Zatoichi (2003) Movie Review

At last, the review of Kitano Takeshi’s “Zatoichi” remake is now online. I’ve had the DVD in my possession for the last, oh, three months or so, but for one reason or another — but mostly simple disinterest — I have ignored it. With the current public relations push for the film well underway in cyberspace and elsewhere, what better time to finally watch the film than now.

“Zatoichi” is Kitano Takeshi’s updating of the popular Japanese TV show of the same name that ran, if I’m not mistaken, for decades in Japan. The movie version stars writer/director Takeshi as the titular Zatoichi, a blind swordsman who wanders feudal Japan killing lots and lots and lots of people. Luckily for the common man, ol Zatoichi, who claims masseuse as his profession of record, always looks out for the little guy. This is a good thing because soon Zatoichi finds himself in a town ruled by a violent gang, and decides to dish out some justice by way of his sword, which is hidden inside his cane. But he better get in line, because two traveling geisha girls are also gunning for the gangsters.

It’s no surprise that “Zatoichi” is well-directed. Takeshi has been an actor/writer/director going on decades now, and is probably the closest evidence of the auteur theory given substance. “Zatoichi” is polished and the direction is flawless and oftentimes lyrical, as if the images onscreen were taking their cues from the soundtrack — or vice versa. A more musically inclined film you won’t find anywhere, something that gives “Zatoichi” an interesting, even lovable, vibe despite its massive bloodshed and darker parts.

The script, on the other hand, could have used a professional proofreader who had no stake in the movie. At least 20 minutes of background pathos could have been shaved, and it wouldn’t have mattered to the overall story. Of note is a series of flashbacks that fleshes out every character except our hero. Frankly, it’s a surprising choice by Takeshi not to tell us anything about Zatoichi the man. All we see of Zatoichi’s past is Zatoichi being Zatoichi — which is blind, old, and killing a bunch of people. I should also warn people that Takeshi uses flashbacks with no fanfare at all, which means it usually took me a couple of minutes to realize when the film was showing a flashback.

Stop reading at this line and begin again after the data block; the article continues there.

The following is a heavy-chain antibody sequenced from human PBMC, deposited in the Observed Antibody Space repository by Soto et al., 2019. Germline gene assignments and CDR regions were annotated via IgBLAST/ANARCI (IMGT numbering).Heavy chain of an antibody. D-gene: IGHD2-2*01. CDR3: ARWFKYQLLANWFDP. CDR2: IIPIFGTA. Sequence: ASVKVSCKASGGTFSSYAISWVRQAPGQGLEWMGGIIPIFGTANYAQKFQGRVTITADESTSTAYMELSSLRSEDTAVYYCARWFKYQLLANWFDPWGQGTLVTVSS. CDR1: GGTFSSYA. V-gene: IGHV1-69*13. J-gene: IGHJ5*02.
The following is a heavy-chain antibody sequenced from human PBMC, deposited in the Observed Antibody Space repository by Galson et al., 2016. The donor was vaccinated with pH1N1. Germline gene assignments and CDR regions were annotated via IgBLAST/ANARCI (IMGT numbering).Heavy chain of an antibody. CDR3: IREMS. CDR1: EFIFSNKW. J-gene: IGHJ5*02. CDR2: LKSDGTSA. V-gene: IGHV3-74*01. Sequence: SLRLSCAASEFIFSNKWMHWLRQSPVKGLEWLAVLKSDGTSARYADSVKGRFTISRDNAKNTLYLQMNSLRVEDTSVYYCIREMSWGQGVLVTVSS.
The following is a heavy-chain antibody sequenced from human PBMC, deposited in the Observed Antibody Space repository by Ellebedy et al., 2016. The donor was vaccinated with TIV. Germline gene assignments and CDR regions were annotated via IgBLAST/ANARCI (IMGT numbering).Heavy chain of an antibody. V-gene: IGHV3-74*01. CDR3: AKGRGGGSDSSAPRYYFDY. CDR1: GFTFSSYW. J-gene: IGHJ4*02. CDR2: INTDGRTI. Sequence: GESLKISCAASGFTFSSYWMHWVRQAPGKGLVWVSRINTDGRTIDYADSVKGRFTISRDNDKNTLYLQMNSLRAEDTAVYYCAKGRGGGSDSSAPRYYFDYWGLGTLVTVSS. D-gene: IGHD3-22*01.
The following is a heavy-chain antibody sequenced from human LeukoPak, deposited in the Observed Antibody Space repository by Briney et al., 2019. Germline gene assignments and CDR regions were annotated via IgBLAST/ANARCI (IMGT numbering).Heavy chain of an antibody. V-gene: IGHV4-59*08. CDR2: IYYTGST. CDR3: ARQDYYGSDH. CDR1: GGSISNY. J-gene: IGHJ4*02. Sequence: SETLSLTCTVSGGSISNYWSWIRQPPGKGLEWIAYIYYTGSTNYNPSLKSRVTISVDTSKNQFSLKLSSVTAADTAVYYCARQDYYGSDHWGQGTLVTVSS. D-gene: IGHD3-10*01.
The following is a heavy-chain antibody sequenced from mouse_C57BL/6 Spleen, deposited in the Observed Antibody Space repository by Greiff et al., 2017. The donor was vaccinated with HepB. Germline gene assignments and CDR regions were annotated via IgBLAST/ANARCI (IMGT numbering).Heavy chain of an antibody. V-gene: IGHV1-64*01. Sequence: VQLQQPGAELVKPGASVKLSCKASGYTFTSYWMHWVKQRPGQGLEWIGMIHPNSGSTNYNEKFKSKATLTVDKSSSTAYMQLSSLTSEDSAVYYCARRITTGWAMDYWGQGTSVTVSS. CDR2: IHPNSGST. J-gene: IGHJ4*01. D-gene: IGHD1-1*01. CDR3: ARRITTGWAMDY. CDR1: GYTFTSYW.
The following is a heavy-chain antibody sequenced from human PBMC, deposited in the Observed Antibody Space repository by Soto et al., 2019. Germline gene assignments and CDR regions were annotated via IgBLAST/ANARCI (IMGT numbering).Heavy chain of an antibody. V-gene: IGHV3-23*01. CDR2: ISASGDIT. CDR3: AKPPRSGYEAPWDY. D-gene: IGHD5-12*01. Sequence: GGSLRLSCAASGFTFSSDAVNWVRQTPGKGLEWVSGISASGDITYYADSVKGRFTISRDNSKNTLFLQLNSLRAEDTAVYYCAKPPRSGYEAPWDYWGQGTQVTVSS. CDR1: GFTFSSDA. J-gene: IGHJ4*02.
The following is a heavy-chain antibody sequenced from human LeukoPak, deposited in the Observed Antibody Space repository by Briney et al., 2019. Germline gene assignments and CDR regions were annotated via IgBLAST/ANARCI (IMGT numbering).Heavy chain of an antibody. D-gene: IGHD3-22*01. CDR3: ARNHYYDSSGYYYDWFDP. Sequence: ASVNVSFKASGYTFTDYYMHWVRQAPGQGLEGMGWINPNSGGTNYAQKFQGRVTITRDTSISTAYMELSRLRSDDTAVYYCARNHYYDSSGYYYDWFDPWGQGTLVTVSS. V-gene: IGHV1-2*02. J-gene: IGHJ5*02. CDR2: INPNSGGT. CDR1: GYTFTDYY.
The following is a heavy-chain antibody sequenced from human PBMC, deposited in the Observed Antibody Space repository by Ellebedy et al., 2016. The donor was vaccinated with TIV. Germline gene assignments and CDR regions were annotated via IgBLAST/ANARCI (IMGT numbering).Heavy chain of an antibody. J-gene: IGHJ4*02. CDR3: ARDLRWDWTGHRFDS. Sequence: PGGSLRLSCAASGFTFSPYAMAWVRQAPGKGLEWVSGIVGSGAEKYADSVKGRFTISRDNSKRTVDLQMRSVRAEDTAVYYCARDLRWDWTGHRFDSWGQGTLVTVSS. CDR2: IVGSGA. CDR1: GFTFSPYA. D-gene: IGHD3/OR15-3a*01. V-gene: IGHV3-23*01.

Half comedy and half farcical cartoon, “Zatoichi” can’t really be taken seriously, even when the movie shifts into grim mode whenever co-star Tadanobu Asano (“Gojoe”) shows up onscreen. Playing a ronin, Asano’s character freelances as a bodyguard for the local gang in order to earn money to care for his wife. If “Zatoichi” was a video game, Asano is the de facto Big Boss that Zatoichi must defeat in order to beat the game. Although as written, Asano isn’t much of a villain — in fact, he’s not a villain at all despite his willingness to slaughter rival gangsters for his current employer. It’s an interesting idea to make the Big Boss not even a little bit villainous, but it also renders Asano’s inevitable duel with Zatoichi strangely anti-climactic.

Although there’s probably too many fluff moments in it, “Zatoichi” is nevertheless a fun movie. As if to further indicate that he had no serious intentions with the movie, Takeshi uses CGI extensively. When Zatoichi’s sword dispenses justice and limbs go flying, it’s readily obvious those are CGI arms getting sliced; the same is true of the sudden wounds that appear when people are slashed. This allows Takeshi to have blood spurt with wild abandon, literally gushing in the most absurd manner. It’s all very over-the-top, which was probably the point.

“Zatoichi’s” storyline is basically a simple one, and shouldn’t be considered beyond the realm of popcorn entertainment. I would have liked to know more about the main character, and felt somewhat cheated, especially since we know so much about everyone else. Toward the end, Takeshi seems to be hinting at a past connection between Zatoichi and the gangster’s elusive boss, but to tell you the truth I wouldn’t be surprised if the final 15 minutes of “Zatoichi” was mostly ad-libbing, including a 10-minute musical number.

Should I have watched “Zatoichi” earlier instead of letting the DVD languish in the “to watch” queue? It’s certainly a fun and enjoyable film, even if Takeshi might have approached it as nothing more than light-hearted fluff. As with the CGI blood, there doesn’t seem to be much weight to the film.

FYI: In all the years I’ve watched Asian cinema, I can’t remember a time when an American studio went to such great lengths to promote a film. “Zatoichi” might just be the first of its kind; hopefully it won’t be the last.

Takeshi Kitano (director) / Takeshi Kitano (screenplay), Kan Shimozawa (novels)
CAST: Takeshi Kitano …. Zatoichi
Michiyo Ookusu …. Aunt O-Ume
Gadarukanaru Taka …. Shinkichi
Daigoro Tachibana …. Geisha O-Sei
Yuuko Daike …. Geisha O-Kinu
Tadanobu Asano …. Gennosuke Hattori
Ittoku Kishibe …. Ginzo

Buy Zatoichi on DVD